• Transfer Students: Students transferring from other institutions will be referred to the Engineering Admission Committee for evaluation. Evaluations will include transfer GPA and evaluation of the program of the former college or university. Students transferring from other USU majors must be approved by the Engineering Admission Committee before transferring to the College of Engineering. Students in this category must have demonstrated a potential to succeed in engineering through courses taken at USU.
  • Recommended high school courses: two or three years of algebra, one year of geometry, one-half year of trigonometry, four years of English, and courses in chemistry, physics (especially AP physics), and mechanical drawing are preferred.

International students have additional admissions requirements.

Program Requirements

Students in this program are recommended to purchase and use a graphing scientific calculator (must be able to do integration, vector mathematics, and have a numerical solver).

Students majoring in civil engineering must complete a capstone design project during their senior year.

Passing the Fundamentals of Engineering examination, which is the first step in becoming a licensed professional engineer, is required for graduation.

Professional Organizations, Honor Societies, and Clubs

Air and Waste Management Association: AWMA is a nonprofit, nonpartisan professional organization that enhances knowledge and expertise by providing a neutral forum for information exchange, professional development, networking opportunities, public education, and outreach. Its mission is to promote global environmental responsibility through education.

American Council of Engineering Companies: ACEC is the voice of America's engineering industry. Council members are engaged in a wide range of engineering works that propel the nation's economy and enhance and safeguard America's quality of life. The council's mission is to contribute to America's prosperity and welfare by advancing the business interests of member firms.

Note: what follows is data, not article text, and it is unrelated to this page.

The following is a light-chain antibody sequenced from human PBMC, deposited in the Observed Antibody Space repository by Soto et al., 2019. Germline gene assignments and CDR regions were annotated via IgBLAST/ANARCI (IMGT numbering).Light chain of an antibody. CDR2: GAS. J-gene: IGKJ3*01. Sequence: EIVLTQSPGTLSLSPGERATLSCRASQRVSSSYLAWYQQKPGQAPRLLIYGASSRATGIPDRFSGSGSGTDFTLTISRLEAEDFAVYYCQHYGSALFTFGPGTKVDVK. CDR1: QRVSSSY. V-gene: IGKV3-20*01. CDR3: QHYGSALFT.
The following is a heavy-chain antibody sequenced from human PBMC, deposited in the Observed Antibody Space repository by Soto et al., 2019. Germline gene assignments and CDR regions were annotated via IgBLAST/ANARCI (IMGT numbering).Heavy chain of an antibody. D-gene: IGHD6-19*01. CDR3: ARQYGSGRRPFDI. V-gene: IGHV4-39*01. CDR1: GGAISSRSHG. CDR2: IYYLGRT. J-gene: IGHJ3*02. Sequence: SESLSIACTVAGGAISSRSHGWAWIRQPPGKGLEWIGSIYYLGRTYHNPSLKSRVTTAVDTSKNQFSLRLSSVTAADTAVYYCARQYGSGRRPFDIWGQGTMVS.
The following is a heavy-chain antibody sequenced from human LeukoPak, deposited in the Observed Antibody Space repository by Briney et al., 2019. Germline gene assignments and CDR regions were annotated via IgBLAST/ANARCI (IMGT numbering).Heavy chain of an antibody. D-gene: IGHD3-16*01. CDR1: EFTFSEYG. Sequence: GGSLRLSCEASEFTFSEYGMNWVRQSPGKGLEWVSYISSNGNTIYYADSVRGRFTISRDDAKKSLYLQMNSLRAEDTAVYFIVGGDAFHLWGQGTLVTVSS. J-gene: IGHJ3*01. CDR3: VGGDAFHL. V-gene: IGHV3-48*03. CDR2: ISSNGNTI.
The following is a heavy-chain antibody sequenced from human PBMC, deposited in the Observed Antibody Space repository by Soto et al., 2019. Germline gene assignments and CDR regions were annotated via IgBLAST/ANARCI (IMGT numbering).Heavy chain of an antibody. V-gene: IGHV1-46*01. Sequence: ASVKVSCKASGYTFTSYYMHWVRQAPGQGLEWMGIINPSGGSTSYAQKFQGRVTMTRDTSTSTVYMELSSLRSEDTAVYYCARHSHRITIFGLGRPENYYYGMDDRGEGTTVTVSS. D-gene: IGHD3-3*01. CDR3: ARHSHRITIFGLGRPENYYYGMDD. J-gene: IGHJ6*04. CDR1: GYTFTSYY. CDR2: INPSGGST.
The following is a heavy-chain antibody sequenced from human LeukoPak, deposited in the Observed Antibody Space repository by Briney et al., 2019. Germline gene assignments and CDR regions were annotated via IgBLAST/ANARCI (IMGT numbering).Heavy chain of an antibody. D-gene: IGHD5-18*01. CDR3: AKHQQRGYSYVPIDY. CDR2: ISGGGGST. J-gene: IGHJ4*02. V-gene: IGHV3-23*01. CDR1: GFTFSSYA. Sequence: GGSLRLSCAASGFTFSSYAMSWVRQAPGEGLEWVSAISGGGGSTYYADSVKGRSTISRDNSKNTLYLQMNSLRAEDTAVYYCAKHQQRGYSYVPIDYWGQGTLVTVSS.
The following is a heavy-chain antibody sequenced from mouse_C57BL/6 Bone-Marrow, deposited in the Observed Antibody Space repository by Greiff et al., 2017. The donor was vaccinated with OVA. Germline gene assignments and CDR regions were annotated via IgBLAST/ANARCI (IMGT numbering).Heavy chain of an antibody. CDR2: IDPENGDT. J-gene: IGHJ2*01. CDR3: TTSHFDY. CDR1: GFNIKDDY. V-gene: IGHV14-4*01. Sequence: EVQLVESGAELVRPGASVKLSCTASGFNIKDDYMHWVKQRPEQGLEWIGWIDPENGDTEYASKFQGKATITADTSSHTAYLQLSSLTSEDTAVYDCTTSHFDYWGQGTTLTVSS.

American Society of Agricultural and Biological Engineers: This is a professional society of people interested in the engineering approach to food, agriculture, and biological concerns. ASABE seeks methods for the development of producing food and renewable resources.

American Society of Civil Engineers: ASCE is a professional organization representing members of the civil engineering profession worldwide. It is the oldest national engineering society in the United States. ASCE's vision is to have engineers positioned as global leaders who strive toward building a better quality of life.

American Society for Photogrammetry and Remote Sensing: ASPRS is a scientific association whose mission is to advance knowledge and improve understanding of mapping sciences to promote the responsible applications of photogrammetry, remote sensing, geographic information systems, and supporting technologies.

American Water Resources Association: The American Water Resources Association is a nonprofit professional association dedicated to the advancement of people in water resources management, research, and education. AWRA’s membership is multidisciplinary; its diversity is its hallmark. It is the professional home of a wide variety of water resources experts, including engineers, educators, foresters, biologists, ecologists, geographers, managers, regulators, hydrologists, and attorneys.